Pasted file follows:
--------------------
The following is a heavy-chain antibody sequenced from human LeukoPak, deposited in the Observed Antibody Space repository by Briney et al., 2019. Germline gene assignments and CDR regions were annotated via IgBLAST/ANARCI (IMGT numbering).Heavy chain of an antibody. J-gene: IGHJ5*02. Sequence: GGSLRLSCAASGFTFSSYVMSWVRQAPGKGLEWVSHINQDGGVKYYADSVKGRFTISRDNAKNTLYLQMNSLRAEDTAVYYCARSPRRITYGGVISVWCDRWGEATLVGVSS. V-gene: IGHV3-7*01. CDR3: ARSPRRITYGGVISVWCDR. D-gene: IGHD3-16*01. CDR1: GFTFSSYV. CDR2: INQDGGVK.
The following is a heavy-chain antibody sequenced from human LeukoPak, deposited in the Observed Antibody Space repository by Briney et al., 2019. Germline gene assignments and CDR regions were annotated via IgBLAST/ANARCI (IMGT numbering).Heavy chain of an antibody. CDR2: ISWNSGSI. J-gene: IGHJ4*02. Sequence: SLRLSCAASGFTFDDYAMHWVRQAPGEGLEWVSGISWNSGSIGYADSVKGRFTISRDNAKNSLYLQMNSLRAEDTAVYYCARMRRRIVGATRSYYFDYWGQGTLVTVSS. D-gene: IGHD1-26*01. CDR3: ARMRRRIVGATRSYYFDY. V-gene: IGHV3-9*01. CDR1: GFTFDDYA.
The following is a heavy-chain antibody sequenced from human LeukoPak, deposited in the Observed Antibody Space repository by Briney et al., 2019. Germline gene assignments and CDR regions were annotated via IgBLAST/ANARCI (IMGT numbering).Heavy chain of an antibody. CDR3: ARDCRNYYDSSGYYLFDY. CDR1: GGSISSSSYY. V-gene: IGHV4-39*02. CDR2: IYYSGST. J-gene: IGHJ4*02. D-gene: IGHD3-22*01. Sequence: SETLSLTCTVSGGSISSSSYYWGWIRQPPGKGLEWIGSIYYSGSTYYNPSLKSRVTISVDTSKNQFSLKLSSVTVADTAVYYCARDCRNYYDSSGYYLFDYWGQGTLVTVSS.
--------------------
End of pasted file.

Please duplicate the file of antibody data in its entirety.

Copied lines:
The following is a heavy-chain antibody sequenced from human LeukoPak, deposited in the Observed Antibody Space repository by Briney et al., 2019. Germline gene assignments and CDR regions were annotated via IgBLAST/ANARCI (IMGT numbering).Heavy chain of an antibody. J-gene: IGHJ5*02. Sequence: GGSLRLSCAASGFTFSSYVMSWVRQAPGKGLEWVSHINQDGGVKYYADSVKGRFTISRDNAKNTLYLQMNSLRAEDTAVYYCARSPRRITYGGVISVWCDRWGEATLVGVSS. V-gene: IGHV3-7*01. CDR3: ARSPRRITYGGVISVWCDR. D-gene: IGHD3-16*01. CDR1: GFTFSSYV. CDR2: INQDGGVK.
The following is a heavy-chain antibody sequenced from human LeukoPak, deposited in the Observed Antibody Space repository by Briney et al., 2019. Germline gene assignments and CDR regions were annotated via IgBLAST/ANARCI (IMGT numbering).Heavy chain of an antibody. CDR2: ISWNSGSI. J-gene: IGHJ4*02. Sequence: SLRLSCAASGFTFDDYAMHWVRQAPGEGLEWVSGISWNSGSIGYADSVKGRFTISRDNAKNSLYLQMNSLRAEDTAVYYCARMRRRIVGATRSYYFDYWGQGTLVTVSS. D-gene: IGHD1-26*01. CDR3: ARMRRRIVGATRSYYFDY. V-gene: IGHV3-9*01. CDR1: GFTFDDYA.
The following is a heavy-chain antibody sequenced from human LeukoPak, deposited in the Observed Antibody Space repository by Briney et al., 2019. Germline gene assignments and CDR regions were annotated via IgBLAST/ANARCI (IMGT numbering).Heavy chain of an antibody. CDR3: ARDCRNYYDSSGYYLFDY. CDR1: GGSISSSSYY. V-gene: IGHV4-39*02. CDR2: IYYSGST. J-gene: IGHJ4*02. D-gene: IGHD3-22*01. Sequence: SETLSLTCTVSGGSISSSSYYWGWIRQPPGKGLEWIGSIYYSGSTYYNPSLKSRVTISVDTSKNQFSLKLSSVTVADTAVYYCARDCRNYYDSSGYYLFDYWGQGTLVTVSS.